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Thursday, August 31, 2006

Better safe than sorry

Preparing for a hurricane is a lot of work. When it doesn't come, we have mixed feelings. We're relieved we've been spared, but we're also a little ticked that all that work went for naught.
An online vote by readers suggests that most people recognize this as the price we pay for living in South Florida. Better safe than sorry, we say.
But there are plenty of others who claim that the safety efforts earlier this week were much ado about nothing. One person told me that he thinks the media -- TV especially -- is hyping up the storms just to get jittery people to watch. Ratings, he says.
I don't think he's right, but I have noticed that any tropical disturbance, no matter how minor or far away it is from landfall, is often played up on TV, leading the newscast or becoming the teaser for a segment.

Wednesday, August 30, 2006

Is this it, Ernie?

Is this it? I write from the tomblike conditions of my home where I can hear the wind occasionally pounding the shutters, but nothing much more. I think I slept through Tropical Storm Ernesto.
Apparently Ernie was more bark than bite -- thank God -- and everybody has heaved a sigh of relief, at least for now. We've dodged another one. After last year, the last thing we needed was more storm damage. Too many of our neighbors still have blue tarps.
I'm one of the lucky people with a new roof. That said, we had major leaks in our foyer and our trash cans are serving as buckets. I'm wondering how many others discovered problems in their repairs.

Tuesday, August 29, 2006

The silver lining of Ernesto's cloud

Hurricanes -- or the danger thereof -- are fast becoming an aggravation of summer life in South Florida. But one little positive thought to make shuttering, filling up gas tanks and hunkering down feel a little better: driving around is a breeze. For those of us who work right up to when we get pulled off the clock, the roads are blessedly clear.
Another thing: We are reconnecting with our neighbors.

Monday, August 28, 2006

Oh $&*@! Ernesto is coming

I feel like we're wearing a target on our back. News that Ernesto was aiming at us elicited the same reaction wherever I went this morning.
"Can you believe this?" said one woman at the gym.
I woke up all my children to tell them that we would be in hurricane mode by this afternoon. Any excitement about missing school evaporated as soon as they realized the awful truth: shutters and clean up and sweltering heat. They remember Hurricanes Katrina and Wilma last year. Living in the tropics is getting old fast.
Is it time to move?

Friday, August 25, 2006

A year after Katrina

Today's story about the anniversary of Hurricane Katrina hitting Broward and Miami-Dade while on its way to the Gulf Coast was a frightening reminder that 12 months have passed -- already?! -- and so much still needs to be done. Plenty of blue tarps remain around my neighborhood, so I feel lucky to have my new roof in place.
However, the ceiling in my kitchen, where we sustained much of the damage first with Katrina and then with Wilma, still needs to be replastered, the walls fixed and a couple of light fixtures replaced. We have called several handymen in the course of these past months, waited for them to show up, and...well, you know the routine. Too much work, not enough workers. I suppose everybody is working on some condo tower.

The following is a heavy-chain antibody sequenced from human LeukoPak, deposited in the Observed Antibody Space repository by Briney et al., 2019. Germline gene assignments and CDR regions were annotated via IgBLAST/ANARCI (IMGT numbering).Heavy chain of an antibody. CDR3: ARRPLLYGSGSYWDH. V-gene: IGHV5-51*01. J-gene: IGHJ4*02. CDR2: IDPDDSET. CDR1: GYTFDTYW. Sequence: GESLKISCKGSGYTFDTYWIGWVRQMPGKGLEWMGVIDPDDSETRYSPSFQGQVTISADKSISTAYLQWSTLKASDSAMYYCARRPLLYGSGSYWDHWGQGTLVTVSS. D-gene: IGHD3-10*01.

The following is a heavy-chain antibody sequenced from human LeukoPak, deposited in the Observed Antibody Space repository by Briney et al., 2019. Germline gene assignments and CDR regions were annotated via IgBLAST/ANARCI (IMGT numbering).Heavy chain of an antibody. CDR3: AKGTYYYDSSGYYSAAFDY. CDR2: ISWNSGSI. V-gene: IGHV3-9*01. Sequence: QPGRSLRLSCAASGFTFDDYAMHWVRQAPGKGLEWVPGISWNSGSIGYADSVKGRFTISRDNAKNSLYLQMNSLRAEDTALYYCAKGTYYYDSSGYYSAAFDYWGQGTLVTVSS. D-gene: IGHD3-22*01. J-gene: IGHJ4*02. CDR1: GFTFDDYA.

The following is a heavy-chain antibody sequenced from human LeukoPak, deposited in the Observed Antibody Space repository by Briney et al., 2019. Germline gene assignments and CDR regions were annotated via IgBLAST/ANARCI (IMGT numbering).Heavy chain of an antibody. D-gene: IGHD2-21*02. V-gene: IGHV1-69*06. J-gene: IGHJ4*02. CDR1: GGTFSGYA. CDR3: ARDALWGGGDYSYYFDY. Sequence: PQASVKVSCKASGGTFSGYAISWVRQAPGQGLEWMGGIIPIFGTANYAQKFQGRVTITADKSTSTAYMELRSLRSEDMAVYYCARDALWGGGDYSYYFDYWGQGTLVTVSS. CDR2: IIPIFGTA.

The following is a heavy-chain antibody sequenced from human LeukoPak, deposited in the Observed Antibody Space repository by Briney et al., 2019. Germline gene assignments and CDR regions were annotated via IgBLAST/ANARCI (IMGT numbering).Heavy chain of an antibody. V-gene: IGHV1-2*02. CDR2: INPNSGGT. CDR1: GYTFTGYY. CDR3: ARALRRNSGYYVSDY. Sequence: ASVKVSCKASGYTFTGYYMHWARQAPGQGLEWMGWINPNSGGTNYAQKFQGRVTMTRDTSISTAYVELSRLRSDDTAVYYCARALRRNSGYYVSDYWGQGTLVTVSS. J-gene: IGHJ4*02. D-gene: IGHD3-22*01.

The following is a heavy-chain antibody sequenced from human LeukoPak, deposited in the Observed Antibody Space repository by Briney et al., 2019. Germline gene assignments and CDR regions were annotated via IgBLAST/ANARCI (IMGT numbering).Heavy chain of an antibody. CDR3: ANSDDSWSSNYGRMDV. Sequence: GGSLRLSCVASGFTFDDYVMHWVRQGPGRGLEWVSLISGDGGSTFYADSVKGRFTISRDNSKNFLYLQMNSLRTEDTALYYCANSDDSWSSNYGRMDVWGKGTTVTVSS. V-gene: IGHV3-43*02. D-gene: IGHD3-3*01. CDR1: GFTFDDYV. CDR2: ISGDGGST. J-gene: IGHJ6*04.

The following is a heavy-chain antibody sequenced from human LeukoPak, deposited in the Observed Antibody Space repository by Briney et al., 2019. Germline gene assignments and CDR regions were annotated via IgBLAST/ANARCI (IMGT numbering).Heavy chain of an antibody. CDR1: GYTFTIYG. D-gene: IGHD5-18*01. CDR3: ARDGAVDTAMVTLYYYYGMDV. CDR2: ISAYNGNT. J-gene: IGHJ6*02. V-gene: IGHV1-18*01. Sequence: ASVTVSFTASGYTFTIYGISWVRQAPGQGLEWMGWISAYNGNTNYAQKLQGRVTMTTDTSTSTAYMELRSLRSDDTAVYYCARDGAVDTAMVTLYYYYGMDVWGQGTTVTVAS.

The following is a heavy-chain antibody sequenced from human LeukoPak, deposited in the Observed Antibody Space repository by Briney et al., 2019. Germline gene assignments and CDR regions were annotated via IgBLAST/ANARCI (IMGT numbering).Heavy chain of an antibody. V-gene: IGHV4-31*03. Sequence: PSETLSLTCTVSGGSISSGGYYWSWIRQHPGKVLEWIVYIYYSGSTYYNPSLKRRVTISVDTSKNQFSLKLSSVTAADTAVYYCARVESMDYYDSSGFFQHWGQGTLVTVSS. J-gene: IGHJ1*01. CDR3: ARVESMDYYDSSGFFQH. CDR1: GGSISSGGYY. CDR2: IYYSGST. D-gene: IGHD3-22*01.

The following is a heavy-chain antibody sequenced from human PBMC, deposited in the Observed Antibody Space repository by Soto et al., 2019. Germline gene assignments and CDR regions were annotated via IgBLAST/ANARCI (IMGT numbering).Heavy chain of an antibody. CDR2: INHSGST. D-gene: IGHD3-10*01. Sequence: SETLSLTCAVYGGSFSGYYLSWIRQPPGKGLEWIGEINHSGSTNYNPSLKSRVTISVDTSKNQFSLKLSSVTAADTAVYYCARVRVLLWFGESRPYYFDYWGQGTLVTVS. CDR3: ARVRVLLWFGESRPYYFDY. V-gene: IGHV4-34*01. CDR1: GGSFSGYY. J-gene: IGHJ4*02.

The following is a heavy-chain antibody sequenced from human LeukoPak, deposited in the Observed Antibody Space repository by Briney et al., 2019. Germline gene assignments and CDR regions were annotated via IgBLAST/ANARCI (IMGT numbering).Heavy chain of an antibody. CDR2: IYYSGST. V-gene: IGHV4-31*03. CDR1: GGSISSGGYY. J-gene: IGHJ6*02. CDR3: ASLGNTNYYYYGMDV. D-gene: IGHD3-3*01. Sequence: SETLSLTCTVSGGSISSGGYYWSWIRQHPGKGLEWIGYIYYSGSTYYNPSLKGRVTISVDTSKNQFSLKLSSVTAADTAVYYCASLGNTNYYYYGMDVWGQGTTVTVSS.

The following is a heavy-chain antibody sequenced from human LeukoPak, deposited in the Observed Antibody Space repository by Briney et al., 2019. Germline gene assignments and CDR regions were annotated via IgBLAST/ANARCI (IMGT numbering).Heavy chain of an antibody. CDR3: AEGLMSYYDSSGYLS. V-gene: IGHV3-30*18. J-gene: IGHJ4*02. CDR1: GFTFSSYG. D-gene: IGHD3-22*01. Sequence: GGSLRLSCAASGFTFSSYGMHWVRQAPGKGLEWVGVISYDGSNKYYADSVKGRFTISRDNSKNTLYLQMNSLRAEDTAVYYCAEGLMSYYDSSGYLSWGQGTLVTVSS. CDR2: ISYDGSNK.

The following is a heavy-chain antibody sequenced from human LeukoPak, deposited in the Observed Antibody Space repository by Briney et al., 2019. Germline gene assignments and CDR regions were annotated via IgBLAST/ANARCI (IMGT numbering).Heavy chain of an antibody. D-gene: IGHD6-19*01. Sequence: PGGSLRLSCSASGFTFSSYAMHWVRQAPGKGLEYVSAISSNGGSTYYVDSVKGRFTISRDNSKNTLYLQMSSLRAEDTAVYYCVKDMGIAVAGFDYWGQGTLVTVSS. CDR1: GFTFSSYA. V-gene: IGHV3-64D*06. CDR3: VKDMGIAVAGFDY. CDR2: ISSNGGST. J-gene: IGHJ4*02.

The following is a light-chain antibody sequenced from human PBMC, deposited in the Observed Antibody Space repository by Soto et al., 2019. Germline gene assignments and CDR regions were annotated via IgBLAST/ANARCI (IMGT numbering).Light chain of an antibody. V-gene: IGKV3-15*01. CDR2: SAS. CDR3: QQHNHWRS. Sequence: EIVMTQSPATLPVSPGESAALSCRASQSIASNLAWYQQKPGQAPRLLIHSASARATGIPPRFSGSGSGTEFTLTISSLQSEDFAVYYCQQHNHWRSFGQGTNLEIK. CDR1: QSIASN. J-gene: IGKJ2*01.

My neighbor's son, a student in construction management in UF, got a great piece of advice last week: "Get your roofing license, son. And any other trade licenses you can get, while you're at it. You stand to make more money than if you go to law school."
Of course I shouldn't whine. The repairs that need to be done in my house are relatively minor in comparison to the rebuilding we endured for almost nine months after Hurricane Andrew battered our house. It's also nothing compared to other Katrina victims. A childhood friend who lives on the outskirts of New Orleans reports on a regular basis about the tedious and frustrating rebuilding efforts in her neighborhood. She doesn't expect her town to ever return to normal.

Thursday, August 24, 2006

Too late for a school night

My 15-year-old son will start in his first varsity football -- at 7 p.m. That means he won't get to bed until after 11 p.m., way too late for a school night. I can't understand why games can't be played on a Friday or Saturday. Is it a problem with too many teams and too few fields?
Whatever the reason, it doesn't make academic sense.

Tuesday, August 22, 2006

Another honor I would rather not have

So we're number 5 in the country when it comes to new housing units. Wowee! Who's living in these expensive places anyway? Most people I know can't afford the price of homes in the area -- and these are professionals. It's hard enough coming up with a down payment, especially if you're young, but it's unbearable to shoulder a mortgage payment to get you a decent home in a neighborhood with good schools. Experts, of course, say it's speculators who are driving the prices up. Well, when those investors all rush out to sell, what then?
I'm dreading the downtown Dadeland Mall area where luxury condos are being built all over the place. It'll be traffic jam central. If we're #5 in housing starts, surely we must be #1 in congestion. You can't drive anywhere in this town anymore because the roads are clogged with cars and trucks. Rush hour is no longer relegated to the morning and the afternoon.

Monday, August 21, 2006

When crime -- or the confession to a crime -- becomes a free meal ticket

Am I the only one who did a double-take when I read about how the Jon-Benet Ramsey suspect was treated? Here's a guy who may or may not have bludgeoned a 6-year-old to death -- no charges have been filed and even then he is innocent until proven guilty -- and who, at best, has a somewhat dubious history. Yet, we fly him back from Thailand with a luxury most of us cannot afford.